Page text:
conquistadoroftheuselesscoverConquistador of the Useless

Fiction by Joshua Isard
Cinto Puntos Press, March 2013
ISBN-13: 978-1-935955-54-2
Paperback: 240pp; $16.95
Review by Michael Caylo-Baradi
Even if you were only half-awake in the late ’80s and early ’90s and only occasionally watched prime-time shows on ABC, you may remember the nostalgic narrator of The Wonder Years and the young urban professionals in thirtysomething, which sparked the now-commonplace term and later earned a place in the Oxford English Dictionary. Both shows were framed in the imagination of baby boomers, the Clinton-Gore age group back in 1992 whose childhood memories of Sixties counterculture now feels muted, ironed out into designer suits and body language that secure career paths and retirement plans. You might get a whiff of those two shows in Joshua Isard’s Conquistador of the Useless, through the tone of nostalgia for one’s teenage years that, to some extent, acts as an element of restraint and caution about being pulled too fast into an upwardly mobile career in information technology. The narratives of urban alienation in Pearl Jam, Kurt Cobain, MTV’s Daria, and Kurt Vonnegut are not mere artifacts in Nathan Wavelsky’s suburban world, but serve as imaginary sticky notes for a life filled with statistical reports, deadlines, and board meetings. Thus, Nathan accepts a big job promotion with trepidation and, knowing the ball is in his court, requests a few months off for something unrelated to his career: his condition for accepting the offer is that he starts working in his new job after climbing Mt. Everest.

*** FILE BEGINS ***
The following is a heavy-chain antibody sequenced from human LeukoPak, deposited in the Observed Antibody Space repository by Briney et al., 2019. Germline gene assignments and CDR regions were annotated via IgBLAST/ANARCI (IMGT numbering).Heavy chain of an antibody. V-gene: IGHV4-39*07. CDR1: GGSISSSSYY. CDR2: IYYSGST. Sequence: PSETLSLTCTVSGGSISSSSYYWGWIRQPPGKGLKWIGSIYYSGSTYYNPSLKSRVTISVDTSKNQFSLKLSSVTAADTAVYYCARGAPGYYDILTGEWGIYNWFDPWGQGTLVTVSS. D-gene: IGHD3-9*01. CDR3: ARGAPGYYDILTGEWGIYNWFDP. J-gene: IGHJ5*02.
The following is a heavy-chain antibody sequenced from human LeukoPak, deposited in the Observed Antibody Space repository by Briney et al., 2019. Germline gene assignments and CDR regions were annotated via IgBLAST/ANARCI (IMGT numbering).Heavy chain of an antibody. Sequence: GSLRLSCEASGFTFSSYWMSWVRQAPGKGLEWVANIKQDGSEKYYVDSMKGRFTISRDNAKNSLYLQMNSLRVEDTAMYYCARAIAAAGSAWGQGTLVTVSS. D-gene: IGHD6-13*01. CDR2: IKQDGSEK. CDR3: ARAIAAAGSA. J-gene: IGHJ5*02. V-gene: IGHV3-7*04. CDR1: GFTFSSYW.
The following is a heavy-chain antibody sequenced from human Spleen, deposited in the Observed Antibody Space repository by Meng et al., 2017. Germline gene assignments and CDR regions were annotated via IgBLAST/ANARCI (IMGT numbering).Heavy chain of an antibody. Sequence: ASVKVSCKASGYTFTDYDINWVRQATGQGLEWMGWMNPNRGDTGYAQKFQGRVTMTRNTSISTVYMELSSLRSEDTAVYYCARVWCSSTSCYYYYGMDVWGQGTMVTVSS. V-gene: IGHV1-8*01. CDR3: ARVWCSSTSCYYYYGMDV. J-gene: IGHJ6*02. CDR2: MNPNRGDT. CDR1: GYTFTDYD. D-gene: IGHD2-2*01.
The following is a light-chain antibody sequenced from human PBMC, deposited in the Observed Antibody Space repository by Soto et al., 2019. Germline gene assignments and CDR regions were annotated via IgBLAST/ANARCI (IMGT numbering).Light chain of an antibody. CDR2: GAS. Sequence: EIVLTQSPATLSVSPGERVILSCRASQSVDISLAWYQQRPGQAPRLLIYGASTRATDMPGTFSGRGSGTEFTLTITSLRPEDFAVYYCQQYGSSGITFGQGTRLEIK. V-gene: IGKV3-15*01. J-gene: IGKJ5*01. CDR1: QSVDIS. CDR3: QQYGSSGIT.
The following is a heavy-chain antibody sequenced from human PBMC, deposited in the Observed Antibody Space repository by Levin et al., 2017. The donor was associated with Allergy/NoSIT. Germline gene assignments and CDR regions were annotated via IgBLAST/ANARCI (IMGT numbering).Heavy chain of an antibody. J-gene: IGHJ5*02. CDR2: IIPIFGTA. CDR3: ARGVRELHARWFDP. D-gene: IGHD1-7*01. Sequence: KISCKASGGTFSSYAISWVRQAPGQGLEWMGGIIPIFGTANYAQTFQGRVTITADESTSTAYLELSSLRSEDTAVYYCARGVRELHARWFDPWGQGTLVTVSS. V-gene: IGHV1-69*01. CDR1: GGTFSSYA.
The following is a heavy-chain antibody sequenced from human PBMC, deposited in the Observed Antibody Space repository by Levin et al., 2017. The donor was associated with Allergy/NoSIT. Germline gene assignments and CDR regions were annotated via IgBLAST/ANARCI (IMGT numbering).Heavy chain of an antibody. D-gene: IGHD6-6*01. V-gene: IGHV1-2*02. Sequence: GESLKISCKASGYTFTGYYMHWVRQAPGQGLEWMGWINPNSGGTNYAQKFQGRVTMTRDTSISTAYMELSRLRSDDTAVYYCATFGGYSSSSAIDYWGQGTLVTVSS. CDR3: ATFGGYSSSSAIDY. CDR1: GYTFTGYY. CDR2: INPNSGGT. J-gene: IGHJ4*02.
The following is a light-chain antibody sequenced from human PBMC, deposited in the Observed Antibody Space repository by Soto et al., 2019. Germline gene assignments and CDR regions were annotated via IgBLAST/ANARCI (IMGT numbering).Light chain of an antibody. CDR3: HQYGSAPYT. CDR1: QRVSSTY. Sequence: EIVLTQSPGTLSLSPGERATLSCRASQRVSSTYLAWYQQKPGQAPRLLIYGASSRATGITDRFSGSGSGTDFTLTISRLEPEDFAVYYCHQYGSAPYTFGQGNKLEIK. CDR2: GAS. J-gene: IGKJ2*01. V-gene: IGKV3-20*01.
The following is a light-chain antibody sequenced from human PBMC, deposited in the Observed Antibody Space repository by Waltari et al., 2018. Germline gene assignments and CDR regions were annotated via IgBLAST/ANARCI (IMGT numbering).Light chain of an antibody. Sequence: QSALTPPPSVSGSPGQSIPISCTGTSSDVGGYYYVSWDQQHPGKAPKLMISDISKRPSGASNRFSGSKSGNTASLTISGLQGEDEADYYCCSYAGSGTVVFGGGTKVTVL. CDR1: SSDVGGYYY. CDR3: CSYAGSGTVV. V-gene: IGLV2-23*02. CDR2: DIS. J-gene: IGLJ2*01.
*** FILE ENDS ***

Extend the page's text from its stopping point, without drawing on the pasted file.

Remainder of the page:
bending light is like looking for the mojave in hollywood

a motorcycle is lost in the ears of dog-eared diaries

i'm allergic to morning news with too much make-up

remember that time when we once were walls in caves

hollywood feels like smoke touching your eyes

consistency is the gun you never use on the freeway